Community ecology of small-mammal pollinated proteas

 

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dc.contributor.advisor Midgley, Jeremy en_ZA
dc.contributor.advisor Steenhuisen, Sandy-Lynn en_ZA
dc.contributor.author Kuhn, Nicola en_ZA
dc.date.accessioned 2015-10-14T12:37:02Z
dc.date.available 2015-10-14T12:37:02Z
dc.date.issued 2013 en_ZA
dc.identifier.citation Kuhn, N. 2013. Community ecology of small-mammal pollinated proteas. University of Cape Town. en_ZA
dc.identifier.uri http://hdl.handle.net/11427/14252
dc.description.abstract The floral characteristics of small-mammal pollinated (SMP) Protea species have been assessed in a number of previous studies. This study aimed to determine whether the inflorescences of Protea canaliculata, Protea sulphurea and Protea humiflora possess these traits and are pollinated by small mammal species. An additional aim of this study was to determine whether there is a variation in pollinator efficiency of different animal species. Floral characteristics that may influence plantpollinator interactions were measured, including floral dimensions, nectar production and spectral reflectance. Live-trapping was conducted using Sherman traps and mean facial and faecal pollen load was determined for the different species caught. Furthermore pollinators were observed through footage from motion sensor cameras placed facing the inflorescences of SMP proteas. The results of this study confirmed that Protea canaliculata, Protea sulphurea and Protea humiflora are pollinated by small mammal pollinators. The evidence supporting this is that the afore-mentioned species have traits that correspond to those possessed by known small-mammal pollinated proteas including: bowlshaped inflorescences, high nectar concentrations (ranging between 24.1-42.9%), sucrose-rich nectar composition, a "yeasty" scent, floral colours that are visible to small mammals, and a winter flowering season. These proteas were found to have separated peak flowering times, providing a nectar source throughout winter for small mammals at this site. Fifty-eight small mammals of seven different species, were trapped in P. canaliculata and P. sulphurea stands over 98 hours. The average nighttrapping success was 22.7% and day-trapping success was 5.7%, indicating a relatively abundant nocturnal small-mammal population. A separation in pollinator efficiency was observed for different small mammal species, with Elephantulus edwardii identified as the most effective pollinator as it showed the greatest pollen removal (highest faecal pollen load) and spent the longest time foraging on inflorescences (±28 seconds per inflorescence). Another important pollinator was Aethomys namaquensis because it visited flowers 75% more frequently than any of the other pollinators. Camera trapping was shown to be a superior method than conventional trapping for assessing pollination by providing insight into pollinator behaviour, identifying new pollinators of 'trap-shy' species and also due to its more animal-friendly disposition. en_ZA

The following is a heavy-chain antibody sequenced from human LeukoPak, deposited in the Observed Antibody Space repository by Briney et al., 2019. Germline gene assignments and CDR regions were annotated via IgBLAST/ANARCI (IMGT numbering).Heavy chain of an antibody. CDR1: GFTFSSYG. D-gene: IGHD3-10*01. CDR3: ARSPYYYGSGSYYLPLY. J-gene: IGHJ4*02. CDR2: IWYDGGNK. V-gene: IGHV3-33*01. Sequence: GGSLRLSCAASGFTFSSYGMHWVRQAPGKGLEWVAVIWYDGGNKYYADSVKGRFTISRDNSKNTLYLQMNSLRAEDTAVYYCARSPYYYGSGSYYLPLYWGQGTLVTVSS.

dc.language.iso eng en_ZA
dc.subject.other Biological Sciences en_ZA
dc.title Community ecology of small-mammal pollinated proteas en_ZA
dc.type Thesis / Dissertation en_ZA
uct.type.publication Research en_ZA
uct.type.resource Thesis en_ZA
dc.publisher.institution University of Cape Town
dc.publisher.faculty Faculty of Science en_ZA
dc.publisher.department Department of Biological Sciences en_ZA
dc.type.qualificationlevel Honours en_ZA
dc.type.qualificationname BSc (Hons) en_ZA
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